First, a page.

I am a PhD Candidate at the Department of Agricultural Economics, Texas A&M University, under the supervision of Dr. Bruce McCarl.
My research mainly focuses on environmental economics, applied econometrics, and casual inference. In particular, I address the impacts of environmental problems, such as climate change and air pollution, on our economy, and how we deal with them.
Currently, I am working on a project which examines the effects of ozone exposure (that is “bad” ozone on the surface, not the “good” ozone in the space) on crop yields in both the United States and China. The latter one is funded by the Fifth Round of IPCC Scholarship Programme and the Cuomo Foundation, please find more information from here.
Download my resumé.
PhD in Agricultural Economics, 2017-
Texas A&M University
MA in Public Management, 2015
Beijing Institute of Technology
Climate change has been proven to impose significant threats to the agricultural sector. Understanding the climate change impacts on agricultural productivity is critical for fostering appropriate and effective adaptation and mitigation stragaties. A large body of literature studied the impacts of climate change on crop yields including corn and soybean mostly in developed countries, such researches are less prevalent in developing economies which are considerably more vulnerable to climate change. Moreover, solid evidence on the climate change impacts on wheat is still limited. In this paper, we aim to fill this gap by empirically examining the impacts of climate change on winter wheat yield in China. We compiled a unique data set consisted of hourly temperature distribution and county-level agricultural data from 1981 to 2015. Unlike most of the previous studies on winter wheat, we explored the winter wheat’s different responses to temperature fluctuation across seasons (growing stages) which is meaningful given winter wheat has a relatively long growing period (September to June next year). We highlighted the importance of taking the potential benefits stemmed from the reduction of freezing temperature into consideration when projecting the future yield consequences of climate change. If omitted, the damages of climate change will be significantly overstated.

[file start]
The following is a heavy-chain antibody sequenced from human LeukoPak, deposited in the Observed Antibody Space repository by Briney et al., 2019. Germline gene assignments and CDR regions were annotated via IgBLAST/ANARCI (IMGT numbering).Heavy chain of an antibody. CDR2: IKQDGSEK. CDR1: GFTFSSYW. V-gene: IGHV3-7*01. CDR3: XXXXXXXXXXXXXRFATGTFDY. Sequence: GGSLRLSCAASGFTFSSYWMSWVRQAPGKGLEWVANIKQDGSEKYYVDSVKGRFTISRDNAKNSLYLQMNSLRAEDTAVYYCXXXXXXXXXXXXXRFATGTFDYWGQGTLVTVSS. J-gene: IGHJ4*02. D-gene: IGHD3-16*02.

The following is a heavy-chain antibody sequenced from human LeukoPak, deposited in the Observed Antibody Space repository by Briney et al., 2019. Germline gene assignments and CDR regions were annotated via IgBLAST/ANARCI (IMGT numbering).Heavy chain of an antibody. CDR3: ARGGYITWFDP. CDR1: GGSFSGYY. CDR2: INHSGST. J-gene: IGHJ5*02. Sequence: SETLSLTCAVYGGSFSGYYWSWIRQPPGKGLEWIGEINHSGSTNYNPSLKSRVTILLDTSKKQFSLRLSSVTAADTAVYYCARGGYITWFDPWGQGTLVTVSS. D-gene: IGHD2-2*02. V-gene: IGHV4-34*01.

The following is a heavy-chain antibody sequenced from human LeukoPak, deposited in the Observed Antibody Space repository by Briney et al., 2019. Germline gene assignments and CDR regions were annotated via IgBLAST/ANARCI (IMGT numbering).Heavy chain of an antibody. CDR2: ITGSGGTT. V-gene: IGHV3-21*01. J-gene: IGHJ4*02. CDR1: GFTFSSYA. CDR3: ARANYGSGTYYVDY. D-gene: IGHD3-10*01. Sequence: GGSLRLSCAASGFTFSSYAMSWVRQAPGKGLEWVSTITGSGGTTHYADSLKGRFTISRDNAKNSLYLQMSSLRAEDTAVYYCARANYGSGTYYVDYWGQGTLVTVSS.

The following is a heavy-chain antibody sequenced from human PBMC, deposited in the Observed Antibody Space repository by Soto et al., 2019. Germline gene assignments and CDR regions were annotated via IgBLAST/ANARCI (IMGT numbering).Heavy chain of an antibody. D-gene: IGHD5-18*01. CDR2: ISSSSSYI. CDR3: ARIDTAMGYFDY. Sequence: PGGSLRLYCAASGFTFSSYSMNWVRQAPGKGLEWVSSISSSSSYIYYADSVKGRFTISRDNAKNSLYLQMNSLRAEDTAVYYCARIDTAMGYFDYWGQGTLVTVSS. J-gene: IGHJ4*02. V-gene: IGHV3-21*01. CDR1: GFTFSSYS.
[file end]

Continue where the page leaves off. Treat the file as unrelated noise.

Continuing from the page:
Surface ozone pollution has been proven to impose significant damages on crops. However, the quantification of the damages was extensively derived from chamber experiments, which is not representative of actual results in farm fields due to the limitations of spatial scale, time window, etc. In this work, we attempt to empirically fill this gap using county level data in the United States from 1980 to 2015. We explore ozone impacts on corn, soybeans, spring wheat, winter wheat, barley, cotton, peanuts, rice, sorghum, and sunflower. We also incorporate a variety of climate variables to investigate potential ozone-climate interactions. More importantly, we shed light on future yield consequences of ozone and climate change individually and jointly under a moderate warming scenario. Our findings suggest significant negative impacts of ozone exposure for eight of the ten crops we examined, excepting barley and winter wheat, which contradicts experimental results. The average annual damages were estimated at $6.03 billion (in 2015 U.S. dollar) from 1980 to 2015. We also find rising temperatures tend to worsen ozone damages while water supply would mitigate that. Finally, elevated ozone driven by future climate change would cause much smaller damages than the direct effects of climate change itself.